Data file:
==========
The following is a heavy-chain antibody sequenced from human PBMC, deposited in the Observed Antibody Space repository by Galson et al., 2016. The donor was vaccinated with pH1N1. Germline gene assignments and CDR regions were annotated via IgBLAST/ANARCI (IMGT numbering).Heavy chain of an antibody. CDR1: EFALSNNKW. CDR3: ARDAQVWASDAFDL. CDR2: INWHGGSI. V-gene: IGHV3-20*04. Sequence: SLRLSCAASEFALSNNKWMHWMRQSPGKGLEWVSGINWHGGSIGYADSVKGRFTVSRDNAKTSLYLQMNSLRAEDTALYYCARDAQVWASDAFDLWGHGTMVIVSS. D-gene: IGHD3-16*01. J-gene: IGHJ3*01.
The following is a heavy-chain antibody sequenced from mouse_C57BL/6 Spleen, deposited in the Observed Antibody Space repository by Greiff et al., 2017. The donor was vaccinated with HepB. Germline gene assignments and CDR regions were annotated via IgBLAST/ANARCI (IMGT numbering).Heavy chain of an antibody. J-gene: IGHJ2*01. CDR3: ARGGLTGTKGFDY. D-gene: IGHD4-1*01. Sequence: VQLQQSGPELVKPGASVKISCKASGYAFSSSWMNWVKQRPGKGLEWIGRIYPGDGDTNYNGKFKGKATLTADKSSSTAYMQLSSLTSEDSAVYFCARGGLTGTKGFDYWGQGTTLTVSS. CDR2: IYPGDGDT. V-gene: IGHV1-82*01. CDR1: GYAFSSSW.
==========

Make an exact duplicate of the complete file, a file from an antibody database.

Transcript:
The following is a heavy-chain antibody sequenced from human PBMC, deposited in the Observed Antibody Space repository by Galson et al., 2016. The donor was vaccinated with pH1N1. Germline gene assignments and CDR regions were annotated via IgBLAST/ANARCI (IMGT numbering).Heavy chain of an antibody. CDR1: EFALSNNKW. CDR3: ARDAQVWASDAFDL. CDR2: INWHGGSI. V-gene: IGHV3-20*04. Sequence: SLRLSCAASEFALSNNKWMHWMRQSPGKGLEWVSGINWHGGSIGYADSVKGRFTVSRDNAKTSLYLQMNSLRAEDTALYYCARDAQVWASDAFDLWGHGTMVIVSS. D-gene: IGHD3-16*01. J-gene: IGHJ3*01.
The following is a heavy-chain antibody sequenced from mouse_C57BL/6 Spleen, deposited in the Observed Antibody Space repository by Greiff et al., 2017. The donor was vaccinated with HepB. Germline gene assignments and CDR regions were annotated via IgBLAST/ANARCI (IMGT numbering).Heavy chain of an antibody. J-gene: IGHJ2*01. CDR3: ARGGLTGTKGFDY. D-gene: IGHD4-1*01. Sequence: VQLQQSGPELVKPGASVKISCKASGYAFSSSWMNWVKQRPGKGLEWIGRIYPGDGDTNYNGKFKGKATLTADKSSSTAYMQLSSLTSEDSAVYFCARGGLTGTKGFDYWGQGTTLTVSS. CDR2: IYPGDGDT. V-gene: IGHV1-82*01. CDR1: GYAFSSSW.